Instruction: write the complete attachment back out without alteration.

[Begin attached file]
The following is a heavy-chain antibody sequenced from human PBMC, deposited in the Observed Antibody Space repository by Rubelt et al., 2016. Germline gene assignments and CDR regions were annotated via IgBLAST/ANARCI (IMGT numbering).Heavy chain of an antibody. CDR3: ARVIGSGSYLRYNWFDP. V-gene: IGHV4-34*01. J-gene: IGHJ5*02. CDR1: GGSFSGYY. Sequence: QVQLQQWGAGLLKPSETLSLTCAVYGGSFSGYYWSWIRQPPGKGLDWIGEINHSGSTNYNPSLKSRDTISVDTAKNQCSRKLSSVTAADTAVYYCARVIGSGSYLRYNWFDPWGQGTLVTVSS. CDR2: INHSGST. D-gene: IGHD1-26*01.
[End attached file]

The following is a heavy-chain antibody sequenced from human PBMC, deposited in the Observed Antibody Space repository by Rubelt et al., 2016. Germline gene assignments and CDR regions were annotated via IgBLAST/ANARCI (IMGT numbering).Heavy chain of an antibody. CDR3: ARVIGSGSYLRYNWFDP. V-gene: IGHV4-34*01. J-gene: IGHJ5*02. CDR1: GGSFSGYY. Sequence: QVQLQQWGAGLLKPSETLSLTCAVYGGSFSGYYWSWIRQPPGKGLDWIGEINHSGSTNYNPSLKSRDTISVDTAKNQCSRKLSSVTAADTAVYYCARVIGSGSYLRYNWFDPWGQGTLVTVSS. CDR2: INHSGST. D-gene: IGHD1-26*01.